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Americans with Disabilities: The Act’s anniversary & today’s challenges

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Philadelphia's Cassie James-Holdsworth, center, shown here leading a 2006 protest in Nashville, Tenn., has led rallies around the country for alternatives to nursing homes and other disability-rights and accessibility issues. (AP file photo)

Hour 1

Twenty-two years ago today, the first President Bush signed into law the Americans with Disabilities Act, which recognized and protected the civil rights of people with disabilities ranging from physical conditions affecting mobility, stamina, sight, hearing, and speech to conditions such as emotional illness and learning disorders. But the law’s passage was just the beginning of the battle for disability rights and accessibility activists. They continue to fight for accommodations in public and private buildings and services through advocacy and lobbying, from wheelchairs chained together in the Capitol Rotunda to healthcare legislation that lets people choose between receiving care in their homes or in institutions. In Philadelphia, a recent battle has been over wheelchair-accessible taxicabs. In Pennsylvania, Governor Tom Corbett’s budget shift to block-grant funding for mental health service funding was a big point of contention. And nationally, disability rights activists are pressing hotel chains to comply with ADA-inspired regulations requiring accessible lifts in hotel pools. Joining us to discuss the fight to pass the ADA and the fight to realize its promises is CASSIE JAMES-HOLDSWORTH, director of Policy and National Advocacy at Philadelphia’s Liberty Resources, Inc.; and MAUREEN DEVANEY, co-executive director of Vision for Equality.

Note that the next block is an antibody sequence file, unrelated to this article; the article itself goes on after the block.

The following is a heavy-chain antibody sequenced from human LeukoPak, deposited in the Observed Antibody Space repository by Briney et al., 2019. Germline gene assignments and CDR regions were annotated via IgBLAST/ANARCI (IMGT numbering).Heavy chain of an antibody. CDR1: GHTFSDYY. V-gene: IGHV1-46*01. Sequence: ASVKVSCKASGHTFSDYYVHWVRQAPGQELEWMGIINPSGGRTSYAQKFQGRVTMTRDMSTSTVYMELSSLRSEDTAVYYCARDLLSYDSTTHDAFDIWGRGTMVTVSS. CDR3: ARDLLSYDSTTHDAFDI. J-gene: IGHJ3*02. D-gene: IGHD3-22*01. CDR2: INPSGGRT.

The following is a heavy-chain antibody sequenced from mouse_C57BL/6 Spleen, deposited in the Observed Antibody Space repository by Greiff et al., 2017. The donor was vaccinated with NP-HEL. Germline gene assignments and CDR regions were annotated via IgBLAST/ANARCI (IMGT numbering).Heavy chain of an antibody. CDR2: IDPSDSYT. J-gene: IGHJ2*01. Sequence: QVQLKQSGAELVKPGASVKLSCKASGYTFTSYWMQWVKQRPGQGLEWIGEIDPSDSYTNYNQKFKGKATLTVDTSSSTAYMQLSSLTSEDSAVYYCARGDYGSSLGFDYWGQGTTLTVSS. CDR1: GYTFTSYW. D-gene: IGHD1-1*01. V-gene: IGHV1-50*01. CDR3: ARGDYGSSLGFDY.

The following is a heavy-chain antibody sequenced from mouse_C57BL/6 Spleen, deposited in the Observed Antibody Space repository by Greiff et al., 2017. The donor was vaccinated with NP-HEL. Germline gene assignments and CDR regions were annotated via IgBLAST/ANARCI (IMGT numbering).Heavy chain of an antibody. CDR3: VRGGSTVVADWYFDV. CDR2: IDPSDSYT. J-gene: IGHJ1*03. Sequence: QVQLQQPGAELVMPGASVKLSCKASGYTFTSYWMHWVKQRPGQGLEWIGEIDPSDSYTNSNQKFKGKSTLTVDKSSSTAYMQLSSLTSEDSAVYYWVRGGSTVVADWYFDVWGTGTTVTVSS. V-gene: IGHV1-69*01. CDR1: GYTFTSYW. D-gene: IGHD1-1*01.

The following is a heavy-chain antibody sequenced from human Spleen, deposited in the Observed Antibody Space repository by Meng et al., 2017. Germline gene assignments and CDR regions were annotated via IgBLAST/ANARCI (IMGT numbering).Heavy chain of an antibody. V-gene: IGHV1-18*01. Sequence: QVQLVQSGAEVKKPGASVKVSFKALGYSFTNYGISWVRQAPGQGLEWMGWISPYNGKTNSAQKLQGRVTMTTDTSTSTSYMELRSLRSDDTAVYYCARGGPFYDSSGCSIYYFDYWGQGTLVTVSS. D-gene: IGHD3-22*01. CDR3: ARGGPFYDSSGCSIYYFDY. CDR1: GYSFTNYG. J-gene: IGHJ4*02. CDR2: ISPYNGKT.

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[audio: 072612_100630.mp3]

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